In April 2022, cases of acute hepatitis of “unknown origin” in children were reported across the WHO European Region. Several cases also appeared in the Region of the Americas. In July 2022 the total number of reported cases was at least 1,000 in 35 countries. At least 22 patients have died, and several children have required liver transplants. However, liver transplantation is only possible in a few highly specialised centres, so it is imperative that we identify cases and find an effective treatment.
In an investigation by the University of Glasgow and University College London researches examined samples from 26 children with the hepatitis. Of the 26 samples, 25 children were also infected with the parvovirus AAV2 (adeno-associated virus 2). This is highly contagious but is “not known for causing illness”. Therefore the Glasgow group had to probe further for the answer to this mysterious hepatitis.
The Economist reported in July 2022 that in 8 of 9 children with the new hepatitis “they found variations in the Human Leukocyte Antigen gene”. These were “not commonly found in the 58 comparison children”. These variations are geographically concentrated in northern Europe, where the majority of these “strange hepatitis” have been observed.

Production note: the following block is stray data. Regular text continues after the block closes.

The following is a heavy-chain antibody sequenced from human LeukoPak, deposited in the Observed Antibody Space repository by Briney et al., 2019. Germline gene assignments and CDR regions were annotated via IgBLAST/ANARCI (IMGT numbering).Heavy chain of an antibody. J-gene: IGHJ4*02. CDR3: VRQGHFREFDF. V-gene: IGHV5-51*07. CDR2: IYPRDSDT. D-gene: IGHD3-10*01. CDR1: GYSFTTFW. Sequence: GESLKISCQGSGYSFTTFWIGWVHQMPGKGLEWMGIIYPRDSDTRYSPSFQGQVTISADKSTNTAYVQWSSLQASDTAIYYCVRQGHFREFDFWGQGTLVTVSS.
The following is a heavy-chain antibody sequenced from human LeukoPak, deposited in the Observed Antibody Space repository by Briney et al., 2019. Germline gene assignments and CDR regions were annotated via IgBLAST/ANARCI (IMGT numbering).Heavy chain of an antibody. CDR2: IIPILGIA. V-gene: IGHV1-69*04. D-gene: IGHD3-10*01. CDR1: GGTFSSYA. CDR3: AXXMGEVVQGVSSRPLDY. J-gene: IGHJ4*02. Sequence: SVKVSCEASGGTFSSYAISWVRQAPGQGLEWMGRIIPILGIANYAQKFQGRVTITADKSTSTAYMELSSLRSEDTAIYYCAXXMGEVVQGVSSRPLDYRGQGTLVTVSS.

The WHO stated that additional work was required to continue identifying cases and determining the cause. In doing so, it hopes to “further refine control and prevention actions”.
The Lancet described the rise of “conspiracy theories”, which attribute these novel cases to the Covid-19 vaccines. The vaccines have been “categorically ruled out”. Many of the children with the hepatitis were too young to receive a Covid-19 vaccine.
Our post marking World Hepatitis Day 2022 explores the vaccine solutions to hepatitis available across the world. As a new threat emerges it will be critical that a cause can be identified, and treatment or preventative measures can be implemented, quickly and equitably. So far, the global community has not demonstrated such a practical approach.